Written by; Glyn Robbins
The BBC’s Panorama has done a hatchet job on the elected mayor of Tower Hamlets, Lutfur Rahman. Very similar to the 2010 Channel 4 Dispatches programme about politics in the borough, a kernel of legitimate criticism is smothered in racist innuendo, unsubstantiated accusations and hypocrisy in the service of the political establishment.
My path crossed with Lutfur’s in 2011 and 2013 when the crypto-fascist English Defence League (EDL) was threatening to march through Tower Hamlets. During both periods he provided staunch support to the many community organisations that rallied against the bigots. Having walked a wobbly path at times, in the end Lutfur literally put himself at the front of a united demonstration against the far-right. By stark contrast, in 2010 when the Labour Party controlled the Council they deliberately tried to undermine and sabotage the community mobilisation against the EDL.
As well as what he has done, there are some things he hasn’t that will probably get Lutfur my vote. Unlike the Labour Party, he has not overseen a wholesale privatisation of council housing and he has opposed Academies where the Labour Party has supported them.
Lutfur’s opposition to the cuts has not always been resolute, but it’s ironic that one of the spurious accusations made by Panorama is that the Mayor has increased spending on community projects. The BBC and the Labour Party suggests that funding has been provided in return for votes. No real evidence for this proposition is offered, but viewers are led to conclude that only Bangladeshi organisations have been supported, while others – presumably non-Bangladeshi – have been overlooked. This is a misleading and dangerous form of sensationalist journalism that panders to racism. It reflects, however, a type of dinner party Islamophobia that exists in certain circles.
Similarly (and with a strong echo of the earlier Channel 4 smears) the idea is seeded that somehow there is something wrong with Bangladeshi people taking part in elections. At a time when there is widespread political apathy, this is perverse. The argument trades on a false and prejudiced view that Bangladeshis and by implication, Muslims, are a homogenous block of political zombies incapable of thinking for themselves.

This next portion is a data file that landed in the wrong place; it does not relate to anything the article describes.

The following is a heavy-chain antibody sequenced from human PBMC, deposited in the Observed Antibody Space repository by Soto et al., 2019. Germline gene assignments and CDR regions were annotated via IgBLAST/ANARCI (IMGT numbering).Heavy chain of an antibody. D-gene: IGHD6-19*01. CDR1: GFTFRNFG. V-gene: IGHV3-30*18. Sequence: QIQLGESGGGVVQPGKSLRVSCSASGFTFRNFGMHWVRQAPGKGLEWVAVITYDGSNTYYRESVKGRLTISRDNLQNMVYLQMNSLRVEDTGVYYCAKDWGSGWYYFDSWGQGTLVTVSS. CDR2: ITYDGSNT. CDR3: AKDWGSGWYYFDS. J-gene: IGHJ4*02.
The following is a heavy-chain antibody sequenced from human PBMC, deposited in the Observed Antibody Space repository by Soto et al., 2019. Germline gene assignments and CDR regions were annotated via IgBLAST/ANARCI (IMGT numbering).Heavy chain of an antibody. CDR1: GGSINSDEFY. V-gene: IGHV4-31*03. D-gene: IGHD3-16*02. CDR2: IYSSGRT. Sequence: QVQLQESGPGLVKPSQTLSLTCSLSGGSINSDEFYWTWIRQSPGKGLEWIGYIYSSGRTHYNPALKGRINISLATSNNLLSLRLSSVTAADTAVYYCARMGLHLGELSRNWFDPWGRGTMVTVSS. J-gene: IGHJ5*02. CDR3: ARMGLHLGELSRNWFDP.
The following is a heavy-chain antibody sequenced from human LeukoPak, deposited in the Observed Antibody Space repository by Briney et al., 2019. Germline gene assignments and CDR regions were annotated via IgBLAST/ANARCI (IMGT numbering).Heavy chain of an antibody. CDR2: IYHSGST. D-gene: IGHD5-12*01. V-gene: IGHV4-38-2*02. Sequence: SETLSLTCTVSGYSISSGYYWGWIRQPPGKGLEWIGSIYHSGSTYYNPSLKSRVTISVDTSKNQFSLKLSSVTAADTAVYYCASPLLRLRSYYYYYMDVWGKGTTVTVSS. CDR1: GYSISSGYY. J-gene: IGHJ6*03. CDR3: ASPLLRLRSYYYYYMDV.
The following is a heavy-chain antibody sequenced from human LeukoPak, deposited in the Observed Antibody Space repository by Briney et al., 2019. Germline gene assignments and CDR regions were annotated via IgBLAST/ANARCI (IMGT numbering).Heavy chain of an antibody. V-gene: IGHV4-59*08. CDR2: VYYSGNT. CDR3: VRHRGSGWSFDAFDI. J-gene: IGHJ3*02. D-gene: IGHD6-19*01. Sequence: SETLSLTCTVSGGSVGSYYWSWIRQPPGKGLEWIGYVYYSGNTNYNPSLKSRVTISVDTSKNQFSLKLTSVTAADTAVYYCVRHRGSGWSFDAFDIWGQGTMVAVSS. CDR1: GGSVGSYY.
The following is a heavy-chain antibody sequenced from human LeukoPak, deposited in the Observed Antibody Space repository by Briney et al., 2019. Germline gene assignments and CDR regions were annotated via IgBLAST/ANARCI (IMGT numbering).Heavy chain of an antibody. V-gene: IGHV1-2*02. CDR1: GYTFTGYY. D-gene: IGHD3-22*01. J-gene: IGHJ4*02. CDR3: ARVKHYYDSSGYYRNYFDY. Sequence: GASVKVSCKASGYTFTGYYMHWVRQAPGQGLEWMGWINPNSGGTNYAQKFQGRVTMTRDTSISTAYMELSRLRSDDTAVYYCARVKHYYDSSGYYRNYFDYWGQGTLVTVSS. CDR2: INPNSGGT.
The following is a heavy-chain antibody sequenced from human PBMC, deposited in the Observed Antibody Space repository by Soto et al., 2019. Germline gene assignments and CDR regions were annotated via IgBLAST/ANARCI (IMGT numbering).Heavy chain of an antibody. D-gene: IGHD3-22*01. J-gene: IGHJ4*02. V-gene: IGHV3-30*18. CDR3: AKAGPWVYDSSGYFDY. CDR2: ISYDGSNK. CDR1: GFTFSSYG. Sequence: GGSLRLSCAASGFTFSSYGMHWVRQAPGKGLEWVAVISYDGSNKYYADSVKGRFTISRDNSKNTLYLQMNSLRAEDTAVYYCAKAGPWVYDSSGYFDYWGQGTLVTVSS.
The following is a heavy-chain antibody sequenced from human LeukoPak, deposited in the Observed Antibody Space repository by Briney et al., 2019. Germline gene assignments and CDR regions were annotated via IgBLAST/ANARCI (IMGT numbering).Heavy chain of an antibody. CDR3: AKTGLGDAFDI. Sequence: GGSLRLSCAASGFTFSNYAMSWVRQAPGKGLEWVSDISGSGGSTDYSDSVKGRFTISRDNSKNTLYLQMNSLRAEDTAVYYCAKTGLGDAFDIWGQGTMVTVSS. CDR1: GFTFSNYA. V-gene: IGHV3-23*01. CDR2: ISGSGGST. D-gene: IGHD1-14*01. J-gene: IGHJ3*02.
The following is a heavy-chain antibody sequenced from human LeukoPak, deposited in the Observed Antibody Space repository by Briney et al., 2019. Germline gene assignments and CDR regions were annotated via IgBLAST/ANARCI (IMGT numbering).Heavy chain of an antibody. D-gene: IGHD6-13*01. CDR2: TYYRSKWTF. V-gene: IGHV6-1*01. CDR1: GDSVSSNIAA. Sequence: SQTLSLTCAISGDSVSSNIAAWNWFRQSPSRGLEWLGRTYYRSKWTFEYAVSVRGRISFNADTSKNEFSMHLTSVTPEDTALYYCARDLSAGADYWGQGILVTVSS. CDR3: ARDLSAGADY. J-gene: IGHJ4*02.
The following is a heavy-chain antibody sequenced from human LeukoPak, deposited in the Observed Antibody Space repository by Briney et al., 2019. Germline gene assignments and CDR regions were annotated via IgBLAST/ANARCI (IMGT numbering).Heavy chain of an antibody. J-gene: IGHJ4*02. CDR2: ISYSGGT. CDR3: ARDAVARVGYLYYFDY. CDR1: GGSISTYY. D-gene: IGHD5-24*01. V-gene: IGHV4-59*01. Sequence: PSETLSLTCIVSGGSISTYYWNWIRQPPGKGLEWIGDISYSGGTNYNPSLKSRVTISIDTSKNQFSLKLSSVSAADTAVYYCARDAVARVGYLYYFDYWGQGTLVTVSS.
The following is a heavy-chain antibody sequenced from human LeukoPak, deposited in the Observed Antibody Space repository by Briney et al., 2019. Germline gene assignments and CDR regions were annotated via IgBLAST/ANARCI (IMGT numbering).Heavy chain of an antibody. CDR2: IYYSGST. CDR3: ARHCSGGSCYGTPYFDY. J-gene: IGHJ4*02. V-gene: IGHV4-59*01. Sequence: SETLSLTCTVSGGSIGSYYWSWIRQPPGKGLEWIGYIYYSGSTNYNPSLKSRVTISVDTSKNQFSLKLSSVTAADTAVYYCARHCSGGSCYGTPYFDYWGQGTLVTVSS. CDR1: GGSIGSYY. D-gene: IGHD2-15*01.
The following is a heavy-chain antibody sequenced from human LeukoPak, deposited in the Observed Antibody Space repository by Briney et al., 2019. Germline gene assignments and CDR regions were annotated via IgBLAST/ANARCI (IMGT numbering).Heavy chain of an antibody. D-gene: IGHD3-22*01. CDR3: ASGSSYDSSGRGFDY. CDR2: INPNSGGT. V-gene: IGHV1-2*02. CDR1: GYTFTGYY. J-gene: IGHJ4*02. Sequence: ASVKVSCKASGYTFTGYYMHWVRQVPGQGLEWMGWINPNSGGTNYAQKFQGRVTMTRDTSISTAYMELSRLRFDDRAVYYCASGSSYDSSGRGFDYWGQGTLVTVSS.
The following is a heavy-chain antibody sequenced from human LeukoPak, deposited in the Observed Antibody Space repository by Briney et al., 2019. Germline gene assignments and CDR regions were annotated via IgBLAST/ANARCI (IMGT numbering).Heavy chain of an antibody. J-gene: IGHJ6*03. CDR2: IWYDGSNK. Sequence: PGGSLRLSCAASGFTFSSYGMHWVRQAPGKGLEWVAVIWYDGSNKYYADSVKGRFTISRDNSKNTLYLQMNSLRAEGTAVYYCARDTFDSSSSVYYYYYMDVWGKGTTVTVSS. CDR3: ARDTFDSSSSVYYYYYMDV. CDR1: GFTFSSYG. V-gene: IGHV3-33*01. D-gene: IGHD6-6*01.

On Saturday I was in Bethnal Green campaigning against the Bedroom Tax when a Labour Party candidate for the forthcoming council elections came up for a chat. He prefaced our discussion with ‘I know you’re a friend of Mayor Rahman’s’. I’m not. I’ve never socialised with Mr Rahman or been to his house for tea and he’s never been to mine. What he has been to me is an occasional political ally. That’s why I want to defend him.
Lutfur isn’t perfect, but I’ve yet to meet a politician who is. He has, for example, taken a very poor position on the Bedroom Tax and his housing policy leaves quite a lot to be desired. But this has to be put in the context of being an independent Mayor with few political allies beyond his immediate circle. It should also be remembered that the only reason he’s not still in the Labour Party is because they kicked him out under very dubious circumstances.
As to the revelation that a politician might be using power to curry favours in advance of an election, I’m shocked. That never happens.
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